No murder mystery would be complete without the mysterious author and inventor H.G. Wells, who wrote The War of the Worlds and The Time Machine, among other creepy sci-fi. I’ll let you discover for yourself what H. and G. stand for. It’s not pretty. 

The poet Emily Dickinson is also invited to the dinner party, and rightfully so, for her works such as “I’m Nobody, who are you?” and “Because I could not stop for death.” Throughout the entire mini-series she’s basically invisible, with hilarious effects. 

Next up is George Eliot, a very interesting persona, especially because her name is actually Mary Ann Evans. She is best known for Middlemarch, which is a novel I had to read for class and thus did not enjoy in the slightest. But obviously she did something right to be so famous. I’ll let you decide for yourself.

Fyodor Dostoevsky is technically an Eastern European writer, but his work Crime and Punishment is so often assigned as a reading in Western courses that he made the cut for this dinner party / gala for friends. And we’re so happy to have him. 

There’s also an appearance by the murder mystery writer Agatha Christie, whose many works include Murder on the Orient Express and The ABC Murders. If anyone could solve the murders, it would be Agatha Christie, right? 

And now, really quickly so I’m not talking forever, I do want to share some of my absolute favorite things about this mini-series–again, no spoilers!–as an enticement for you guys to watch as well. Aside from the fact that we have some of the most beloved authors of Western literature, the series and actors themselves are what makes it really great.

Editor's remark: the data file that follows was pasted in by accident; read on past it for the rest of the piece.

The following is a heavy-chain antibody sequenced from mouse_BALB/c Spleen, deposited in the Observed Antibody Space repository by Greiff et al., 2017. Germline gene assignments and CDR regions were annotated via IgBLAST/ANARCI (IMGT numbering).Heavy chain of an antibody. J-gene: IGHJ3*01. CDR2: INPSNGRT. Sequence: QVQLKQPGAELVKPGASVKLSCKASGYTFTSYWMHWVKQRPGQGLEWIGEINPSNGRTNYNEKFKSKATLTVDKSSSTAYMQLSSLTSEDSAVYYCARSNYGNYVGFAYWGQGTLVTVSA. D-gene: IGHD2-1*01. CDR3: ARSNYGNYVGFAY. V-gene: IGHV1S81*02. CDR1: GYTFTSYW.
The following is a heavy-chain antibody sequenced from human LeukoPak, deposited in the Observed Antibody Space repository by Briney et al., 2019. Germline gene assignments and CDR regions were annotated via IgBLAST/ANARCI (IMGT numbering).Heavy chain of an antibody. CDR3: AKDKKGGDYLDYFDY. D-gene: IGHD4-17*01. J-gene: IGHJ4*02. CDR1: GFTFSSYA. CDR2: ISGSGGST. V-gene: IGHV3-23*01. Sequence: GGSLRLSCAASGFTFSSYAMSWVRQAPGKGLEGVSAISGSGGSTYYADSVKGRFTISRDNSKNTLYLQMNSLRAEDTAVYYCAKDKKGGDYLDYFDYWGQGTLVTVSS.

I love Oscar Wilde in general, and I also love the actor’s interpretation of him, especially when he and George Eliot pair up to search the house. One conversation between the two of them goes something like this: So Oscar finds out that the name of the doctor was Frankenstein, and he wants to know the monster’s name. Eliot says, “Um, I’m pretty sure it was Karen.” Oscar’s like, “I had a cousin named Karen. She was so rude.” It’s just, they’re so before their time, somehow. It’s so funny to me how they are blending contemporary, you know, modern slang with historical figures. It’s–it’s great.

I also love George Eliot’s insistence that she is a man, though everyone except Hemingway knows that she’s not. She tries so hard, it’s so intense. She introduces herself as “George Eliot, it’s two male names, easy to remember.” And throughout her parts, she keeps peppering in the fact that she is a male, like, “Seeing as I have no insight into the mind of a woman…” It’s just so hilarious. For me, at least. 

Okay. Last thing here before I let you guys go and enjoy your Halloween, and maybe get started on this, is…You know, am I the only one who likes to watch the credits after films? Like not just wait for the after-credit scene, but actually read the names and the roles in the credits? Because that’s the only reason I noticed that H.G. Wells’ microwave is credited to Rachel DiPillo. For the one line: “Your popcorn is ready.” It never even occurred to me that the microwave was an actor, but there you have it. Those are the kinds of things you notice in the credits. So I definitely recommend that you start reading the credits as well, just for fun. 

All right, lit nerds, that’s gonna be it for me today. I hope you guys will go and check out Poe Party, since I think it is a really fun and easy way to learn a little about the authors you get assigned to read in class. And as the bodies start piling up, remember that “It’s just another Friday night at Edgar Allan Poe’s house.” 

Stay safe, y’all. 

[End transcript.] 

Poe Party trailer link here.